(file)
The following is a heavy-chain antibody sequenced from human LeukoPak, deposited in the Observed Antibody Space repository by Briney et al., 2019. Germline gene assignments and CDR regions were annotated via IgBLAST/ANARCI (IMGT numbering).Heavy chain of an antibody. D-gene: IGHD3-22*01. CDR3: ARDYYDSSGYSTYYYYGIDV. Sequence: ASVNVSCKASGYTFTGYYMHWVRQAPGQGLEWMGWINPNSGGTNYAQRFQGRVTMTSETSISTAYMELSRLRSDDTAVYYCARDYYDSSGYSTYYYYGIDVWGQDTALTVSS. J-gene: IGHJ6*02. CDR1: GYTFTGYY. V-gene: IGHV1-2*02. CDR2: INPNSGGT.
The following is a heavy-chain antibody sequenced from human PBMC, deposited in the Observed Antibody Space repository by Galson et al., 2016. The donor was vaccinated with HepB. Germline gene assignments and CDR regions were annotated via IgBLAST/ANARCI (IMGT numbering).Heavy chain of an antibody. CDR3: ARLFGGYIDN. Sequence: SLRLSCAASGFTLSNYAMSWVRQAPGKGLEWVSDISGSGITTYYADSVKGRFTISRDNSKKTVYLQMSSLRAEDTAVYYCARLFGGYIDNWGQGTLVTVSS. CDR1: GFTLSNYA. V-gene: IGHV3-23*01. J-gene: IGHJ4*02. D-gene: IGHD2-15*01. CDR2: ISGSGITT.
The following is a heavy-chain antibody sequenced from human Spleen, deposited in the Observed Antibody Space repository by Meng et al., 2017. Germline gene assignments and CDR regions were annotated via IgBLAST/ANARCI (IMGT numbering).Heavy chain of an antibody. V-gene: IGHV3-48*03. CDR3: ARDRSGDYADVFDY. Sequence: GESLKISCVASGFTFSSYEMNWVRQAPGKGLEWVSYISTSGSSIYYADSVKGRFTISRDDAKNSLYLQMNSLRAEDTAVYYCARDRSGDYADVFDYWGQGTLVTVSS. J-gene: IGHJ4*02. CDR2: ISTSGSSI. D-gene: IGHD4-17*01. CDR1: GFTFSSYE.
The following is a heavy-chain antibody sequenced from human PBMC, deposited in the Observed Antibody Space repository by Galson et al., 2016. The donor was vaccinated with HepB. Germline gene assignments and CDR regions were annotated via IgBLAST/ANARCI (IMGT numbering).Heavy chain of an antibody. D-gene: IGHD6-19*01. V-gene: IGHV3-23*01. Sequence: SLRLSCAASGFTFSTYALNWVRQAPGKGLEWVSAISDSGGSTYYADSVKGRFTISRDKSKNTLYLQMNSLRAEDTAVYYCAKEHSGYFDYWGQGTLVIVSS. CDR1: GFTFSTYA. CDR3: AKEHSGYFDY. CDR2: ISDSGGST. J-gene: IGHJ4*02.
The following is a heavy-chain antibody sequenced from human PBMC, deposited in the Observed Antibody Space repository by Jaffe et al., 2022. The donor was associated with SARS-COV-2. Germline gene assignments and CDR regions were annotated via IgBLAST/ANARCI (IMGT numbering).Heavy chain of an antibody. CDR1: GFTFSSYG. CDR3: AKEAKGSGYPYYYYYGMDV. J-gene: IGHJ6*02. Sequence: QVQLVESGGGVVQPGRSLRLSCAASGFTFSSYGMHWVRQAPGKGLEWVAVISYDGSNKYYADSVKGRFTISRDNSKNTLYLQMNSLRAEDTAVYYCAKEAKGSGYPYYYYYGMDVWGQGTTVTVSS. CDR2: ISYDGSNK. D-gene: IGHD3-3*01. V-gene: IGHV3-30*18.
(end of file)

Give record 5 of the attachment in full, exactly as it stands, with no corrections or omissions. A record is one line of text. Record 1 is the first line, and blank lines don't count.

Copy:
The following is a heavy-chain antibody sequenced from human PBMC, deposited in the Observed Antibody Space repository by Jaffe et al., 2022. The donor was associated with SARS-COV-2. Germline gene assignments and CDR regions were annotated via IgBLAST/ANARCI (IMGT numbering).Heavy chain of an antibody. CDR1: GFTFSSYG. CDR3: AKEAKGSGYPYYYYYGMDV. J-gene: IGHJ6*02. Sequence: QVQLVESGGGVVQPGRSLRLSCAASGFTFSSYGMHWVRQAPGKGLEWVAVISYDGSNKYYADSVKGRFTISRDNSKNTLYLQMNSLRAEDTAVYYCAKEAKGSGYPYYYYYGMDVWGQGTTVTVSS. CDR2: ISYDGSNK. D-gene: IGHD3-3*01. V-gene: IGHV3-30*18.